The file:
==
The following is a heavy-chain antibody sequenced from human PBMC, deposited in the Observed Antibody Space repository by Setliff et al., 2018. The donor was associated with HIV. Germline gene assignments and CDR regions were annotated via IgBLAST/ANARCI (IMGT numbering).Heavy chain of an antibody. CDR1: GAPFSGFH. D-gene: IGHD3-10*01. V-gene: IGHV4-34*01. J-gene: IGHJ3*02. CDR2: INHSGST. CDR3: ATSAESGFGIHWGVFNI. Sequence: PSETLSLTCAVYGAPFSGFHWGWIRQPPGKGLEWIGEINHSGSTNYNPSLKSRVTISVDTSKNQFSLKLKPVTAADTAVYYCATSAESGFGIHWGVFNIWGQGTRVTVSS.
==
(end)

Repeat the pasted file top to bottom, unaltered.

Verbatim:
The following is a heavy-chain antibody sequenced from human PBMC, deposited in the Observed Antibody Space repository by Setliff et al., 2018. The donor was associated with HIV. Germline gene assignments and CDR regions were annotated via IgBLAST/ANARCI (IMGT numbering).Heavy chain of an antibody. CDR1: GAPFSGFH. D-gene: IGHD3-10*01. V-gene: IGHV4-34*01. J-gene: IGHJ3*02. CDR2: INHSGST. CDR3: ATSAESGFGIHWGVFNI. Sequence: PSETLSLTCAVYGAPFSGFHWGWIRQPPGKGLEWIGEINHSGSTNYNPSLKSRVTISVDTSKNQFSLKLKPVTAADTAVYYCATSAESGFGIHWGVFNIWGQGTRVTVSS.